Tata Steel workers protest in Britain over sale plan
Hundreds of Tata Steel workers held a rare rally in central London on Thursday as the company’s board in Mumbai said it had yet to shortlist any bidders for the sale of its loss-making British assets.business Updated: May 25, 2016 23:48 IST
Hundreds of Tata Steel workers held a rare rally in central London on Thursday as the company’s board in Mumbai said it had yet to shortlist any bidders for the sale of its loss-making British assets.
Wearing safety helmets and Tata’s yellow jackets, protesters chanted the slogan “Save Our Steel!” as they marched past the Houses of Parliament.
“We want somebody who will invest in the industry, support the industry and preferably keep us together, keep the plants together,” Tony Pearson, who has worked in the sector since 1977, told AFP.
Indian Tata Steel is Britain’s biggest steel employer and the fate of around 12,000 jobs in Britain depends on a sale process it launched earlier this year.
British Business Secretary Sajid Javid held discussions with Tata Group chairman Cyrus Mistry on Tuesday, a day after a deadline passed for interested parties to submit bids to acquire the assets.
The company said on Wednesday it had yet to shortlist bidders out of the seven who have expressed interest.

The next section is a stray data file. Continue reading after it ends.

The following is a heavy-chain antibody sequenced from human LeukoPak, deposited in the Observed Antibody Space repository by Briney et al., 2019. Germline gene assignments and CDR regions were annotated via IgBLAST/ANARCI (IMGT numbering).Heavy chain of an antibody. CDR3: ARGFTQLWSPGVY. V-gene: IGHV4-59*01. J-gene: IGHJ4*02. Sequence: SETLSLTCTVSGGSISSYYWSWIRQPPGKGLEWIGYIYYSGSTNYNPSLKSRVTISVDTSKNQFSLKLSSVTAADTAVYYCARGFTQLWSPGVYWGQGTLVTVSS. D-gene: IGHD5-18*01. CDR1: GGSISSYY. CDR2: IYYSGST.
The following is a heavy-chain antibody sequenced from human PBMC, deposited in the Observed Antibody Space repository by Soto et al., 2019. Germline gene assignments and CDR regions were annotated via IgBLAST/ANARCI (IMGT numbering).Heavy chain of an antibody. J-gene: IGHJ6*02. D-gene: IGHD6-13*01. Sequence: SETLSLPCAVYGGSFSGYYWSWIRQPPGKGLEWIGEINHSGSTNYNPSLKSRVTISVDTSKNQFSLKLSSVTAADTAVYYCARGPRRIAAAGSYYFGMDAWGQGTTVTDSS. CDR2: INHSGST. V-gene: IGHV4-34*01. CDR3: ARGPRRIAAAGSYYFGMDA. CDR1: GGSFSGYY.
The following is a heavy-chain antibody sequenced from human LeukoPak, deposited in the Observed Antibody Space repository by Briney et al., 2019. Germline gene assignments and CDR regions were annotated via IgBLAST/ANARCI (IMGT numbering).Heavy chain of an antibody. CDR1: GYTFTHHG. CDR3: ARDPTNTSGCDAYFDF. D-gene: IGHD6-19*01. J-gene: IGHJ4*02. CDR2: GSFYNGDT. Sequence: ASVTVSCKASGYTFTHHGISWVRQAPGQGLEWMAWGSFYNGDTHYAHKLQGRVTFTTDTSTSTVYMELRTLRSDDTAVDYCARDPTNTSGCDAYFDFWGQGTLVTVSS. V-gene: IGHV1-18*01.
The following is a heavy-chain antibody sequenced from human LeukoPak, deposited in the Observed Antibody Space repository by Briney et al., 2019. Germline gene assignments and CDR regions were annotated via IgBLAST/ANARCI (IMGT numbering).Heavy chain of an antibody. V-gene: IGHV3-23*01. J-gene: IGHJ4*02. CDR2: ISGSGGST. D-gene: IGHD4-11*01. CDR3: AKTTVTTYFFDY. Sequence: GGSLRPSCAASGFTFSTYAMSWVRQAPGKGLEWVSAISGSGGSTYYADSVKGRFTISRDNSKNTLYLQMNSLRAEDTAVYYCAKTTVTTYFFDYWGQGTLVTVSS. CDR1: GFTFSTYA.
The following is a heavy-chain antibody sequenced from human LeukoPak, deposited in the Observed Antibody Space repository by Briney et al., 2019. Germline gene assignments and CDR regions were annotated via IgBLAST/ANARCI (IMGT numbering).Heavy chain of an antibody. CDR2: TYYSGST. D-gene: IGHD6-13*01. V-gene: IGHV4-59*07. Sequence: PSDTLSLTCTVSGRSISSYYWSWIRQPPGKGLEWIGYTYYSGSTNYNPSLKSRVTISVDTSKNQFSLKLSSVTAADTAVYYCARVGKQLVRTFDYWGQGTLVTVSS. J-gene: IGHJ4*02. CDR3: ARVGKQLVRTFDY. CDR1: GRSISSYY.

Opposition Labour Party leader Jeremy Corbyn and Trades Union Congress general secretary Frances O’Grady also joined Wednesday’s protest.
“The workers are incredibly skilled... They must not be sent down the road, the industry must not be destroyed, and we will make sure it is not destroyed.”
O’Grady said Tata “owe it to the people that they’ve made such good profits out of to ensure that this is a responsible sale.
“It can’t be about asset stripping,” she said.
During a parliamentary debate, finance minister George Osborne said the government was “doing everything we can to help this industry in a very difficult time including making sure there’s tough tariffs on Chinese dumping”.
Tata Steel signalled its exit from Britain on March 30, blaming global oversupply of steel, cheap imports into Europe, high costs and currency volatility.
The government has said it will contribute hundreds of millions of pounds (euros, dollars) to any potential deal and take a 25 percent stake in the assets.